Although no one is 100% sure who first described the relationship between British and American English in this way (Wilde? Winston Churchill? George Bernard Shaw? None of the aforementioned?), but what everyone can agree on is the fact there are many minor and a number of fairly major differences between BrE and AmE. Considering the different forms of English used within a 50-mile radius of where I grew up (Birmingham, UK), it shouldn’t really come as that much of a surprise that distinct language features have developed in both countries in the 400-plus years since the first English-speaking settlers arrived in North America.
Different, you say?
Capital Language Solution’s co-founder, Richard Mayda, hails from the other side of the pond. He grew up in a family involved in real estate in Los Angeles, CA, and made his way to Europe about 20 years ago. Not a day goes past without one of us being amused (or even sometimes nonplussed) by a turn of phrase the other uses. We recognise differences in grammar and lexis automatically and compensate for them without even really noticing (or flinching):
- present perfect or past simple (e.g. BrE “Have you read….?” or AmE “Did you read…?”)
- have got or have (e.g. BrE “Have you got a highlighter?” or AmE “Do you have a highlighter?”)
- prepositions (e.g. BrE “We’re having a barbecue at the weekend” or AmE “…at the weekend).
- Spelling (e.g. BrE “realise” and “flavour” or AmE “realize” and “flavor”
There are thousands of these differences and many of them are covered in other corners of the internet. If you are a non-native user of English, rather than British or American, the key is to be consistent. Pick one form and stick with it. Your choice may depend on a preference for one form rather than the other, or be determined by a stronger affinity for one nation than the other. In business, it will probably depend on where your partners, customers and employees are based. Some of our clients specify clearly which English they want, which is why we always make sure that the final editing of any translation is carried out by a native speaker of either British or American English, as appropriate.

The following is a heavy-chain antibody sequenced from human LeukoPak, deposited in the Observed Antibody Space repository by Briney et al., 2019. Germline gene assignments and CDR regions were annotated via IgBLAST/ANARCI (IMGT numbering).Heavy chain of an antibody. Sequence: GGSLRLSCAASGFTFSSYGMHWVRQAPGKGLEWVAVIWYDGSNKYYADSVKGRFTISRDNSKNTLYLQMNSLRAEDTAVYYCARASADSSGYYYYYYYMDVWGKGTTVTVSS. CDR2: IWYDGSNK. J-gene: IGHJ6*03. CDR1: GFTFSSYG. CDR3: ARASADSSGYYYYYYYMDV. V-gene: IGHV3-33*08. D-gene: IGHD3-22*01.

You say rent, I say let
Let’s take a look at some variations in vocabulary from within the property industry. In British English you’ll find countless references to the “property sector”, “property portfolios”, “property transactions”, etc. In AmE the term “real estate” is used in place of “property”. In reality anyone who understands the word “property” should also have no difficulty getting to grips with “real estate”.
Other differences include “estate agent” (BrE) and “realtor” (AmE), “building contractor” (BrE) and “construction contractor” (AmE), and “block of flats” (BrE) and “apartment building” (AmE). “Lettings” (BrE) are “rentals” in the US and an apartment for sale in the UK would be referred to as a “condominium” or “condo” in AmE. “Lifts” (BrE) are “elevators” (AmE), “cupboards” (BrE) are “closets” (AmE) and a house in England with a “porch” would be described as having a “stoop” in the United States.
This is a topic that we’ll come back to in future blog posts, so for now, we’d love to hear about your experiences of BrE and AmE.
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